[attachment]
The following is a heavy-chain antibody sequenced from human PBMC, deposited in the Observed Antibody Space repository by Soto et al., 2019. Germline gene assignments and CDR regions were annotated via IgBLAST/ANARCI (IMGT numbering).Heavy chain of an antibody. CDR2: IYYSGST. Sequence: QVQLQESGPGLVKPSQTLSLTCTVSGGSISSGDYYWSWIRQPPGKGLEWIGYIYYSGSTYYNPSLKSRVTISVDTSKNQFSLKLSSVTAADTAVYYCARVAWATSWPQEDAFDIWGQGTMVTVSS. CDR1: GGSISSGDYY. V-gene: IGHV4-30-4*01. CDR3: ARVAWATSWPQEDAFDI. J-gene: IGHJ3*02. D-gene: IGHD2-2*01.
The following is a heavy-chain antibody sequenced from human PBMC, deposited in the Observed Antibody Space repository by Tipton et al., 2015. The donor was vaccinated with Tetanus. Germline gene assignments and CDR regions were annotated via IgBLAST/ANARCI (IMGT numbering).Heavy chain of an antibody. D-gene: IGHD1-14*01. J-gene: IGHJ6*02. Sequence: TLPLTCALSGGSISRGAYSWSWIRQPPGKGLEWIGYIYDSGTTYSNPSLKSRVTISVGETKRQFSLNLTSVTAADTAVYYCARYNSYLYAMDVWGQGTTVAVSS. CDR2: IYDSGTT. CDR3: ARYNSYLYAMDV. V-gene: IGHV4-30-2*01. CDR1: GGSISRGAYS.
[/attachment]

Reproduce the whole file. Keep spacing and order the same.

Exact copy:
The following is a heavy-chain antibody sequenced from human PBMC, deposited in the Observed Antibody Space repository by Soto et al., 2019. Germline gene assignments and CDR regions were annotated via IgBLAST/ANARCI (IMGT numbering).Heavy chain of an antibody. CDR2: IYYSGST. Sequence: QVQLQESGPGLVKPSQTLSLTCTVSGGSISSGDYYWSWIRQPPGKGLEWIGYIYYSGSTYYNPSLKSRVTISVDTSKNQFSLKLSSVTAADTAVYYCARVAWATSWPQEDAFDIWGQGTMVTVSS. CDR1: GGSISSGDYY. V-gene: IGHV4-30-4*01. CDR3: ARVAWATSWPQEDAFDI. J-gene: IGHJ3*02. D-gene: IGHD2-2*01.
The following is a heavy-chain antibody sequenced from human PBMC, deposited in the Observed Antibody Space repository by Tipton et al., 2015. The donor was vaccinated with Tetanus. Germline gene assignments and CDR regions were annotated via IgBLAST/ANARCI (IMGT numbering).Heavy chain of an antibody. D-gene: IGHD1-14*01. J-gene: IGHJ6*02. Sequence: TLPLTCALSGGSISRGAYSWSWIRQPPGKGLEWIGYIYDSGTTYSNPSLKSRVTISVGETKRQFSLNLTSVTAADTAVYYCARYNSYLYAMDVWGQGTTVAVSS. CDR2: IYDSGTT. CDR3: ARYNSYLYAMDV. V-gene: IGHV4-30-2*01. CDR1: GGSISRGAYS.